Introduction to Military Disability Guidelines

Military disability benefits are issued through the Department of Veterans Affairs (VA). This department works with both active duty service persons and those who have been discharged. The benefits you receive with the VA will depend on the length of your service and your status with the military during your service and afterward. The process to claim benefits, even those rightfully due to you, is not easy. In fact, many individuals who have become temporarily or permanently disabled will have challenges receiving support immediately from the VA.

How are Benefits Determined?

Benefits are determined based on your length of service and the status of your service. For example, officers will receive larger benefits than enlisted individuals. The branch of the military in which you served may also partially determine your benefits. The most important factor for a veteran, though, is the condition of his or her discharge. If you were dishonorably discharged from the military, you will surrender all rights to claim benefits in the future. This means you will not be able to get disability in any instance, and you will also be disqualified from medical benefits on the whole, as well as other services.

How are Claims Filed?

If you have become temporarily or permanently disabled, you will file your claim with the VA similarly to how you would file with a traditional insurer. You may receive special instructions if you were disabled in the course of your service. Generally, you will file various forms with the VA requesting a claim be paid. These include medical records and evaluations. In order to file for permanent disability benefits, you must be able to provide doctor's information that you are indeed permanently disabled. This can be difficult to determine in the beginning of an illness or injury, and you may need to show persistence of the problem to qualify.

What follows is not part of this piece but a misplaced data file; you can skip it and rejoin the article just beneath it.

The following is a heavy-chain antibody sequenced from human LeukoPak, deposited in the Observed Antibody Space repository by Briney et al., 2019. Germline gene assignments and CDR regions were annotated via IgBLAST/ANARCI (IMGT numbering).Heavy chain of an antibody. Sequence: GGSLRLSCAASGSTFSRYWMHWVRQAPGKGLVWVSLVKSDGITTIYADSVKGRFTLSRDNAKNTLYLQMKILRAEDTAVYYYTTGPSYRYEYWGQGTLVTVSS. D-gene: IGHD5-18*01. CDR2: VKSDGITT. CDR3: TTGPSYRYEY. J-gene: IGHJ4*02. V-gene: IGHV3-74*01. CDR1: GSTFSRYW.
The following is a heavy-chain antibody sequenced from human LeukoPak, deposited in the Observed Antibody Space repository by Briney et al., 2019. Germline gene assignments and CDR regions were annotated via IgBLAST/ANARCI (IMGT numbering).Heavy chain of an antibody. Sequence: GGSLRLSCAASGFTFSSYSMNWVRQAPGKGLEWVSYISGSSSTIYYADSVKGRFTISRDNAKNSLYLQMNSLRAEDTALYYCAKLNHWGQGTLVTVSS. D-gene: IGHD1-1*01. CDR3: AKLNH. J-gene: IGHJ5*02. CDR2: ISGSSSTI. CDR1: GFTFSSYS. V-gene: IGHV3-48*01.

How are Claims Processed?

Once you file your paperwork, the VA will begin processing your claim. It is important to note the VA is very bogged down with cases on a day-to-day basis. This means your disability claim could be delayed weeks or months without response. This is particularly true if the VA would like to carry out an independent medical examination. If so, you will have to report to a VA doctor for your exam, which will occur free of charge. After this examination, you will again have to resubmit papers to the VA.

How are Benefits Received?

If the VA does approve your disability claim, you will be eligible for full benefits in the amount determined by your service conditions. Most veterans will be eligible for between $2,500 and $3,000 a month as of 2010. Permanently disabled veterans may get financial assistance to help pay for a caregiver or to compensate a family member acting as a permanent caregiver. The checks will arrive monthly, and you will owe taxes on the amount received. These taxes will be assessed as if the monies coming to you are a form of income. You will therefore need to disclose the sum on your yearly tax statement.

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